Sebastian Janikowski dealt with the aftereffects of missing three field goal attempts the best way he knew, by showing up Monday morning for a kicking session that typically isn't part of his weekly routine.
In his first public comments since he missed a 32-yard field goal attempt on the game's final play in Sunday's 24-23 loss to the Arizona Cardinals, Janikowski said Monday that he envisioned a memorable game based upon his pregame warm-ups.
"My warm-ups were crazy good," he told Bay Area News Group. "Those were the best warm-ups I've had in my career. You go into a game and you think, 'Man, I got everything.' "
As it turned out, Janikowski had little go his way Sunday. LaRod Stephens-Howling returned his game-opening kickoff 102 yards for a touchdown and then Janikowski missed wide right from 41 and 58 yards, before he missed wide left on a potential game-winner.
"Everything just went wrong," Janikowski said. "I watched the film, and my follow-through was horrible. I watched (it) for hours. It was just terrible."
Janikowski drilled a 55-yard field goal in pregame warm-ups and followed it up with a 63-yarder. He exited the field feeling as if anything was possible.
He never envisioned missing one field goal attempt, let alone three. He missed three against Tennessee on Dec. 22, 2001 -- including one on the Raiders' final play while they trailed 13-10 -- which he cited as an example of how he can bounce back from this
Coach Tom Cable said he has all the confidence in the world in Janikowski, who is the game's highest-paid kicker (he signed a four-year, $16 million contract in the offseason.). On Monday, Cable pulled aside Janikowski for a pep talk.
"I told him I love him, I'd go to him again in the same situation, and he would probably have to win two or three games just like that for us this year," Cable said. "And he'll probably do it."
Cable said Janikowski took the first step to putting the forgettable game behind him.
"What's important is he was out early (Monday) morning kicking balls. What do you do? When you get a setback, you analyze it, you look at it and you say, 'How can I fix it?' and you go to work. And he did that."
Janikowski said he appreciates the support he's received from Cable and his teammates.
"It's like a lot of people say, 'You win as a team, you lose as a team,' " Janikowski said. "But I take it personal. That's something, if you call me at 3 in the morning, I can do that. It's just one of those freaky things. I don't know what happened. My finish wasn't there. It's nice to hear that they got my back. It helps me mentally coming to work Wednesday and trying to get going again."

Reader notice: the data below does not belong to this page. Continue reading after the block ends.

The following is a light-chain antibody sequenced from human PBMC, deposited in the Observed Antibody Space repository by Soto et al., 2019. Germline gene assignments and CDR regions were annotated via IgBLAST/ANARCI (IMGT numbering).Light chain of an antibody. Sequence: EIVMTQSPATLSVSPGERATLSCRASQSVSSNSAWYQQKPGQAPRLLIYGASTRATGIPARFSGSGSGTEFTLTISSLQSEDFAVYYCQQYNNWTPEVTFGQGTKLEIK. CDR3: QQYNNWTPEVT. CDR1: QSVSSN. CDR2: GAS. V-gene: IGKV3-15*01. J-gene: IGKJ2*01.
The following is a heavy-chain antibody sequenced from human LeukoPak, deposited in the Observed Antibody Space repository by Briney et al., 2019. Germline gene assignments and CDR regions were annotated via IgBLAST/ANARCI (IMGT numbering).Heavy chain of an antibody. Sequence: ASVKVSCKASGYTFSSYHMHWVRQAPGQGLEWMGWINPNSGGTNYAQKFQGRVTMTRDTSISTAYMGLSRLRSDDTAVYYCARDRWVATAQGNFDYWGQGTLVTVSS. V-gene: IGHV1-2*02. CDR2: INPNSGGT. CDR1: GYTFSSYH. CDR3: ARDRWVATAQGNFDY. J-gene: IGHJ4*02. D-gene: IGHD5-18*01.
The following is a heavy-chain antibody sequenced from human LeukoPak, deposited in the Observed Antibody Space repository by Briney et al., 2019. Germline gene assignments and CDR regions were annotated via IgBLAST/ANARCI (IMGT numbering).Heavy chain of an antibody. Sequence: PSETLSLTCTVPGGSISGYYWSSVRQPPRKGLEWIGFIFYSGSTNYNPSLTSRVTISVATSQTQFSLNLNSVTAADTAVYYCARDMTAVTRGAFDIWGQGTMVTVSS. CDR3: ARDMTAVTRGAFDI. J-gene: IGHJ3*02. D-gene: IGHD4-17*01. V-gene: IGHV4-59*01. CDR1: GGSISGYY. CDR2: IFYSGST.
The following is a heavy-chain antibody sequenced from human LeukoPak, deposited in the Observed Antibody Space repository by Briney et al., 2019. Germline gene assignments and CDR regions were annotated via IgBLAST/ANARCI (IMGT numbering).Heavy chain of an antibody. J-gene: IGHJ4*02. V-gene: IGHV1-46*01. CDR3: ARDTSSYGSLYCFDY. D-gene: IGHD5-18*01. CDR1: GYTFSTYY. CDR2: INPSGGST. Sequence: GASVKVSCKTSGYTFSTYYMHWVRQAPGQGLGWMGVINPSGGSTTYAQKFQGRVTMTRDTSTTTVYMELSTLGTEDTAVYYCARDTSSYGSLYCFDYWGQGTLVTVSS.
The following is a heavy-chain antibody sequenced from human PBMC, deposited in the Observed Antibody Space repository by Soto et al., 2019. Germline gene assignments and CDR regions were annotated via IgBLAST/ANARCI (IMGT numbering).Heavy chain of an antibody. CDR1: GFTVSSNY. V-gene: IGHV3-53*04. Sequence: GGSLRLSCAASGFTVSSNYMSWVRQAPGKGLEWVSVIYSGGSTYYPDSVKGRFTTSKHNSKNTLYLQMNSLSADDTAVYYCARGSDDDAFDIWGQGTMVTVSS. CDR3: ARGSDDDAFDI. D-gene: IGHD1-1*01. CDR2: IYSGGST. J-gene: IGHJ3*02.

That's the good news. The problem is, the Raiders aren't making much out of their frequent visits in the vicinity of game-altering touchdowns. Only three of Oakland's 13 trips inside the red zone have resulted in touchdowns.
The Raiders are 30th in touchdown efficiency, with Pittsburgh and Washington the only teams worse through three games.
"That's one of the things that we're going to really evaluate critically here in the next 48 hours ... ," Cable said. "We will tear it apart and find out if we need more balance. "... The plays are there. We're just not making them, that's the bottom line."
The Raiders are 30th in terms of average points per trip inside the red zone at 3.0. They scored one touchdown in five trips inside the red zone against Arizona.
McFadden has run for 345 yards, which trails only Minnesota's Adrian Peterson (392) and the Texans' Arian Foster (406).
Of more importance to McFadden, he said, is the high praise he received from numerous Arizona players about how hard he ran Sunday.
"That was a compliment from those guys," he said. " ... You have to give credit to the offensive line. They've been doing a good job. You just want to keep working hard and getting better every day."
McFadden is 12 yards shy of matching his 2009 total and 155 away from a career-high.
Houston (2-1) at Raiders (1-2), 1:05 p.m. CBS